Forest Investment Account (FIA) - Forest Science Program
FIA Project Y071301

    Long-term trends in amphibians in riparian reserves: are riparian reserves effective for their conservation?
Project lead: Richardson, John
Author: Richardson, John S.
Imprint: Vancouver, BC : University of British Columbia, 2007
Subject: Forest Investment Account (FIA), Amphibians, British Columbia, Ecology
Series: Forest Investment Account (FIA) - Forest Science Program
Amphibians can be an important component of forest biodiversity, but despite world-wide concerns for amphibian population declines and the possible role of amphibians as sensitive ecosystem indicators, there has been little evaluation of riparian reserves for these species in BC. As part of a riparian ecosystems study at UBC's Malcolm Knapp Research Forest, we have an opportunity to continue a project that was initially funded through FRBC and Habitat Conservation Trust Fund. In this study site there are 9 native species (and 1 introduced species, the green frog). We initiated the study in 1997 just prior to harvesting, and were fortunate to follow these populations until 2004. As amphibian populations can take several years to adjust to changes in their habitat through changes in reproduction and colonisation, it has been shown to take many years to see the results of forest harvest due to these lag effects (from studies in North Carolina primarily). Six sites were laid out, four of which received some harvesting in 1998 (2 clearcut to the stream bank, and 2 with 30 m riparian reserves), along with two control sites. These sites were sampled for amphibians using pitfall trap arrays, and mark-recapture techniques to estimate population sizes for all species. Over 5700 individual amphibians of nine species were uniquely marked at the six sites (tree frogs are not effectively captured in pitfalls). This design allowed for comparisons of the three treatments for amphibian numbers, sizes, movement rates, and species composition. Moreover, this provides for a baseline assessment of amphibian population dynamics and relative abundance in a secure site, for which there are no comparable data anywhere in BC. We propose to continue the evaluation of the rates of recovery on the four treated and two control sites at a less intensive schedule than previously.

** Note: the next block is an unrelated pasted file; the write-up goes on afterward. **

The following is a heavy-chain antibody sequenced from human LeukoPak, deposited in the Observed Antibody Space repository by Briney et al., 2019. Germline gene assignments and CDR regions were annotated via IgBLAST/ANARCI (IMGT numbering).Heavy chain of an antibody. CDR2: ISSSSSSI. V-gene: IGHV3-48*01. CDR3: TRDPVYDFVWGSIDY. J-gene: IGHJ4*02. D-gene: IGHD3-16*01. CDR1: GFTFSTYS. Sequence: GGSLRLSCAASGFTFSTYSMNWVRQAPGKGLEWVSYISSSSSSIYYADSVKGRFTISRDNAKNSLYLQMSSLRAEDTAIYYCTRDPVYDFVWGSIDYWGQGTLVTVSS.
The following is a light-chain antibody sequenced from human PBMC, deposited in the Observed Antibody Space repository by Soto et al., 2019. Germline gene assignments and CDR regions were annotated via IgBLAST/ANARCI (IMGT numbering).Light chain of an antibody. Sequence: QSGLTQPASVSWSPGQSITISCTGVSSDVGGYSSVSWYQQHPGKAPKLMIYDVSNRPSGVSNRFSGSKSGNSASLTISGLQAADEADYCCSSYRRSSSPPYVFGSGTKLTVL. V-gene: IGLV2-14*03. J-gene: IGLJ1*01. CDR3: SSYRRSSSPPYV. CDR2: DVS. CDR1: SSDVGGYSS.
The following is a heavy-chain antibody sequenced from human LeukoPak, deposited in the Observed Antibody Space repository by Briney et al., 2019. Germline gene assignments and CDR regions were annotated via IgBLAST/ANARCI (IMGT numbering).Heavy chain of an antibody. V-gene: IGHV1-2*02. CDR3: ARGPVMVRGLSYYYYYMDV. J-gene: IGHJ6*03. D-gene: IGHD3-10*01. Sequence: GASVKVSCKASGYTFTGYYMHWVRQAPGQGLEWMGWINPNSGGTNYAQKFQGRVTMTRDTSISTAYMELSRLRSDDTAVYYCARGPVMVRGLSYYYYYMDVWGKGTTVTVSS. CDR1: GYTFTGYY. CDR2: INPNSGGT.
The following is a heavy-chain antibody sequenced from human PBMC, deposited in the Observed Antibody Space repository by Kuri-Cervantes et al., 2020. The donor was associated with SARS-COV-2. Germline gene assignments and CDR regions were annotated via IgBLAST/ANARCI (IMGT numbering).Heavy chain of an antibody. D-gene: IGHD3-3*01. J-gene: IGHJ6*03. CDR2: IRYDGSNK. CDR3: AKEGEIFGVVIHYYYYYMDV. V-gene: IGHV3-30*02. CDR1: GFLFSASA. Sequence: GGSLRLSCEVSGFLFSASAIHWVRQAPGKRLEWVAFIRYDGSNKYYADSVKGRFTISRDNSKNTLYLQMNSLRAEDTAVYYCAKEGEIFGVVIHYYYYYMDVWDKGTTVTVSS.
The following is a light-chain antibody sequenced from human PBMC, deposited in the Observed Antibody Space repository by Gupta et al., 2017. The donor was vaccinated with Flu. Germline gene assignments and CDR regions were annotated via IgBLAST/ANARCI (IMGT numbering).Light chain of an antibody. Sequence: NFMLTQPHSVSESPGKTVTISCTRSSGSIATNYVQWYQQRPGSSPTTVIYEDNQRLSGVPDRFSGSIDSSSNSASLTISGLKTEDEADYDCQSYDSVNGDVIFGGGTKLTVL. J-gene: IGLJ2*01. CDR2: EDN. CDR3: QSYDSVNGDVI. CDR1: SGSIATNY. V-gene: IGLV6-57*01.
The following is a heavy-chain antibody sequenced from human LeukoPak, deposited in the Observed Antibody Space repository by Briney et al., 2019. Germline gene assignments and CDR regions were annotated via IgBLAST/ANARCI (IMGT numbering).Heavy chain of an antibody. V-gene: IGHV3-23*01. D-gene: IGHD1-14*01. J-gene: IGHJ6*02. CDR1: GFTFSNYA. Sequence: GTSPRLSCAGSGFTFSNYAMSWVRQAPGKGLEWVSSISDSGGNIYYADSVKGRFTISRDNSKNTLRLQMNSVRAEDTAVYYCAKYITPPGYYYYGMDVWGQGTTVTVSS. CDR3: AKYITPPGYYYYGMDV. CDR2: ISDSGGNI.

Related projects:  FSP_Y082301FSP_Y093301
Contact: Richardson, John S., (604) 822-6586,


Executive Summary (17Kb)

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Updated August 16, 2010 

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